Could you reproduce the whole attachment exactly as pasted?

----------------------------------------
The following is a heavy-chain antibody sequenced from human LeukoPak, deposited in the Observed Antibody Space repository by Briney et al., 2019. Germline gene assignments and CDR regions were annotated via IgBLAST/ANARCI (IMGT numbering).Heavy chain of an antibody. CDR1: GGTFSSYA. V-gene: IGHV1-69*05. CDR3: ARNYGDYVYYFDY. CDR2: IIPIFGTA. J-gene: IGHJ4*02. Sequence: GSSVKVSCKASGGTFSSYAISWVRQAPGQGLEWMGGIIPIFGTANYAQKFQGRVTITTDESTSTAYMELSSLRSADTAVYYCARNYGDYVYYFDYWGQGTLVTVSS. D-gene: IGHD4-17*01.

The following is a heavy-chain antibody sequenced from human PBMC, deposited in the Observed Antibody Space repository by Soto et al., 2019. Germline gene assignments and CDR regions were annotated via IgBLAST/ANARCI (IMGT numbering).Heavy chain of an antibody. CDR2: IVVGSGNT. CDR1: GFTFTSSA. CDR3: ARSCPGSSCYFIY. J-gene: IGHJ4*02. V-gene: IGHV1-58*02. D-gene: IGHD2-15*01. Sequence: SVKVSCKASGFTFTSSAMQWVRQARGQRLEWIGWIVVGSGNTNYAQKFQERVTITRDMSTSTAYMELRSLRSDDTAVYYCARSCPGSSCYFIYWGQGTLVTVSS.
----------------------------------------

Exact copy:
The following is a heavy-chain antibody sequenced from human LeukoPak, deposited in the Observed Antibody Space repository by Briney et al., 2019. Germline gene assignments and CDR regions were annotated via IgBLAST/ANARCI (IMGT numbering).Heavy chain of an antibody. CDR1: GGTFSSYA. V-gene: IGHV1-69*05. CDR3: ARNYGDYVYYFDY. CDR2: IIPIFGTA. J-gene: IGHJ4*02. Sequence: GSSVKVSCKASGGTFSSYAISWVRQAPGQGLEWMGGIIPIFGTANYAQKFQGRVTITTDESTSTAYMELSSLRSADTAVYYCARNYGDYVYYFDYWGQGTLVTVSS. D-gene: IGHD4-17*01.

The following is a heavy-chain antibody sequenced from human PBMC, deposited in the Observed Antibody Space repository by Soto et al., 2019. Germline gene assignments and CDR regions were annotated via IgBLAST/ANARCI (IMGT numbering).Heavy chain of an antibody. CDR2: IVVGSGNT. CDR1: GFTFTSSA. CDR3: ARSCPGSSCYFIY. J-gene: IGHJ4*02. V-gene: IGHV1-58*02. D-gene: IGHD2-15*01. Sequence: SVKVSCKASGFTFTSSAMQWVRQARGQRLEWIGWIVVGSGNTNYAQKFQERVTITRDMSTSTAYMELRSLRSDDTAVYYCARSCPGSSCYFIYWGQGTLVTVSS.